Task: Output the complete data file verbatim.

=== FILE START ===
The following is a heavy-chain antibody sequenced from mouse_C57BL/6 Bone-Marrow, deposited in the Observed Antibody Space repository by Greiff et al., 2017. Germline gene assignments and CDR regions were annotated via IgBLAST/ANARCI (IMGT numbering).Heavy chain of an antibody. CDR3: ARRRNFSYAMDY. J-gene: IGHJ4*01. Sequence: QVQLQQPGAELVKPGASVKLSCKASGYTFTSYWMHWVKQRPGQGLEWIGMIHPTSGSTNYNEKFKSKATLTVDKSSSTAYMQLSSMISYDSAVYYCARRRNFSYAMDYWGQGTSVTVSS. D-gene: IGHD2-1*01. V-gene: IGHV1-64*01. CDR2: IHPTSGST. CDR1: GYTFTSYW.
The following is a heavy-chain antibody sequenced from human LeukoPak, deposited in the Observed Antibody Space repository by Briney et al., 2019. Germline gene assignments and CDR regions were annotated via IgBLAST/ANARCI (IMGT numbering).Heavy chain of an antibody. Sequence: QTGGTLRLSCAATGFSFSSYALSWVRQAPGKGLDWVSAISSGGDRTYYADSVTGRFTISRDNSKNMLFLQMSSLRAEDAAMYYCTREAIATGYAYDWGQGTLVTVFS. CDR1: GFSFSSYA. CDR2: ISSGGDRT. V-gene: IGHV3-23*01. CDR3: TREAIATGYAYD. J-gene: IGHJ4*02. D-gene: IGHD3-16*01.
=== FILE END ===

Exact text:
The following is a heavy-chain antibody sequenced from mouse_C57BL/6 Bone-Marrow, deposited in the Observed Antibody Space repository by Greiff et al., 2017. Germline gene assignments and CDR regions were annotated via IgBLAST/ANARCI (IMGT numbering).Heavy chain of an antibody. CDR3: ARRRNFSYAMDY. J-gene: IGHJ4*01. Sequence: QVQLQQPGAELVKPGASVKLSCKASGYTFTSYWMHWVKQRPGQGLEWIGMIHPTSGSTNYNEKFKSKATLTVDKSSSTAYMQLSSMISYDSAVYYCARRRNFSYAMDYWGQGTSVTVSS. D-gene: IGHD2-1*01. V-gene: IGHV1-64*01. CDR2: IHPTSGST. CDR1: GYTFTSYW.
The following is a heavy-chain antibody sequenced from human LeukoPak, deposited in the Observed Antibody Space repository by Briney et al., 2019. Germline gene assignments and CDR regions were annotated via IgBLAST/ANARCI (IMGT numbering).Heavy chain of an antibody. Sequence: QTGGTLRLSCAATGFSFSSYALSWVRQAPGKGLDWVSAISSGGDRTYYADSVTGRFTISRDNSKNMLFLQMSSLRAEDAAMYYCTREAIATGYAYDWGQGTLVTVFS. CDR1: GFSFSSYA. CDR2: ISSGGDRT. V-gene: IGHV3-23*01. CDR3: TREAIATGYAYD. J-gene: IGHJ4*02. D-gene: IGHD3-16*01.